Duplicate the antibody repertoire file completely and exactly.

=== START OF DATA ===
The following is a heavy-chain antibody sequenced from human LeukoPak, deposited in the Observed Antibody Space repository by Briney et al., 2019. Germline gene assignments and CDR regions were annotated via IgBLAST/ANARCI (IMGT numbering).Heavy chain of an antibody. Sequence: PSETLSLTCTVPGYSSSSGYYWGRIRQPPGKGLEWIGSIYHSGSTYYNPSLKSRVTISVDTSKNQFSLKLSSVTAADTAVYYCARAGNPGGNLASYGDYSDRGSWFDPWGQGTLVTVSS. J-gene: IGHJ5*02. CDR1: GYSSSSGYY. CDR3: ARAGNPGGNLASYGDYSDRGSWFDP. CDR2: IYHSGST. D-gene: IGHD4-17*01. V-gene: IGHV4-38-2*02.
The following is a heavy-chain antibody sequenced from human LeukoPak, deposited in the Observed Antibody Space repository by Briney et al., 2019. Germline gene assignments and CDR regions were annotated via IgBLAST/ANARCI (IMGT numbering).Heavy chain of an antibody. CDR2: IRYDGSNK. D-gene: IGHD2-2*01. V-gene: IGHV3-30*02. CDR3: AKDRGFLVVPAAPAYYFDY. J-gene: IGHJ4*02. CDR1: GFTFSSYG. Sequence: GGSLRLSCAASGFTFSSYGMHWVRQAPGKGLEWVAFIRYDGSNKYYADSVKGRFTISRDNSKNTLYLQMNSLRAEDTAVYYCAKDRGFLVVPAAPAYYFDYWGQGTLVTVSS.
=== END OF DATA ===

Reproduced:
The following is a heavy-chain antibody sequenced from human LeukoPak, deposited in the Observed Antibody Space repository by Briney et al., 2019. Germline gene assignments and CDR regions were annotated via IgBLAST/ANARCI (IMGT numbering).Heavy chain of an antibody. Sequence: PSETLSLTCTVPGYSSSSGYYWGRIRQPPGKGLEWIGSIYHSGSTYYNPSLKSRVTISVDTSKNQFSLKLSSVTAADTAVYYCARAGNPGGNLASYGDYSDRGSWFDPWGQGTLVTVSS. J-gene: IGHJ5*02. CDR1: GYSSSSGYY. CDR3: ARAGNPGGNLASYGDYSDRGSWFDP. CDR2: IYHSGST. D-gene: IGHD4-17*01. V-gene: IGHV4-38-2*02.
The following is a heavy-chain antibody sequenced from human LeukoPak, deposited in the Observed Antibody Space repository by Briney et al., 2019. Germline gene assignments and CDR regions were annotated via IgBLAST/ANARCI (IMGT numbering).Heavy chain of an antibody. CDR2: IRYDGSNK. D-gene: IGHD2-2*01. V-gene: IGHV3-30*02. CDR3: AKDRGFLVVPAAPAYYFDY. J-gene: IGHJ4*02. CDR1: GFTFSSYG. Sequence: GGSLRLSCAASGFTFSSYGMHWVRQAPGKGLEWVAFIRYDGSNKYYADSVKGRFTISRDNSKNTLYLQMNSLRAEDTAVYYCAKDRGFLVVPAAPAYYFDYWGQGTLVTVSS.